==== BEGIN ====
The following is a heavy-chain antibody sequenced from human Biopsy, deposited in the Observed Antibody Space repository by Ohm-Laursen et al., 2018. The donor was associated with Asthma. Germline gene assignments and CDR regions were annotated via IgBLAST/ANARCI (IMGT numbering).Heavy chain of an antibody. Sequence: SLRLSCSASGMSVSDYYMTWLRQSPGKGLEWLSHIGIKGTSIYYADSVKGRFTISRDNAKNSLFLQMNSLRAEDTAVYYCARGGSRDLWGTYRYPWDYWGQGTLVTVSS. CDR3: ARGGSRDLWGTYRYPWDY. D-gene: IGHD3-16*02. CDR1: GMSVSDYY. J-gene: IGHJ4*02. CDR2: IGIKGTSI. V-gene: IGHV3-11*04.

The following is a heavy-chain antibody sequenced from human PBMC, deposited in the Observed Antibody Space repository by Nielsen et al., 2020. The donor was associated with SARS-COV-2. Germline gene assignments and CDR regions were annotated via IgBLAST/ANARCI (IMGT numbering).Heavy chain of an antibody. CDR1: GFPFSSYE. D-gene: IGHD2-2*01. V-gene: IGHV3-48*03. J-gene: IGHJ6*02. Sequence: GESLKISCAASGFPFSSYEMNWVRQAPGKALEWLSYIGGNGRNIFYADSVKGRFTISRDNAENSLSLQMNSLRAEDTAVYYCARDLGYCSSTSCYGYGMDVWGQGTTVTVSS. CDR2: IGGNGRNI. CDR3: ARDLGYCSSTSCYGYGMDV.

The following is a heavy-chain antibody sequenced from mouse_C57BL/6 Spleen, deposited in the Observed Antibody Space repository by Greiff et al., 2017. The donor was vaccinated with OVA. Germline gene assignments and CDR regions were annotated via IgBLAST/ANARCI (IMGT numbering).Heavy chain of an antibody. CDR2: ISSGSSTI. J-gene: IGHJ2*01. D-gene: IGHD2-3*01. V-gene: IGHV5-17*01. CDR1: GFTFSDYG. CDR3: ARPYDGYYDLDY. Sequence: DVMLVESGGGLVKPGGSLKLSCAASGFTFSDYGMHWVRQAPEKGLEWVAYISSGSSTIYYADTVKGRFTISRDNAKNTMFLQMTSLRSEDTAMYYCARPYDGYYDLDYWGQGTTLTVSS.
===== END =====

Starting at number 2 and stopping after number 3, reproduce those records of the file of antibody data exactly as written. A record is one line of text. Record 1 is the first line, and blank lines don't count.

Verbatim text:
The following is a heavy-chain antibody sequenced from human PBMC, deposited in the Observed Antibody Space repository by Nielsen et al., 2020. The donor was associated with SARS-COV-2. Germline gene assignments and CDR regions were annotated via IgBLAST/ANARCI (IMGT numbering).Heavy chain of an antibody. CDR1: GFPFSSYE. D-gene: IGHD2-2*01. V-gene: IGHV3-48*03. J-gene: IGHJ6*02. Sequence: GESLKISCAASGFPFSSYEMNWVRQAPGKALEWLSYIGGNGRNIFYADSVKGRFTISRDNAENSLSLQMNSLRAEDTAVYYCARDLGYCSSTSCYGYGMDVWGQGTTVTVSS. CDR2: IGGNGRNI. CDR3: ARDLGYCSSTSCYGYGMDV.

The following is a heavy-chain antibody sequenced from mouse_C57BL/6 Spleen, deposited in the Observed Antibody Space repository by Greiff et al., 2017. The donor was vaccinated with OVA. Germline gene assignments and CDR regions were annotated via IgBLAST/ANARCI (IMGT numbering).Heavy chain of an antibody. CDR2: ISSGSSTI. J-gene: IGHJ2*01. D-gene: IGHD2-3*01. V-gene: IGHV5-17*01. CDR1: GFTFSDYG. CDR3: ARPYDGYYDLDY. Sequence: DVMLVESGGGLVKPGGSLKLSCAASGFTFSDYGMHWVRQAPEKGLEWVAYISSGSSTIYYADTVKGRFTISRDNAKNTMFLQMTSLRSEDTAMYYCARPYDGYYDLDYWGQGTTLTVSS.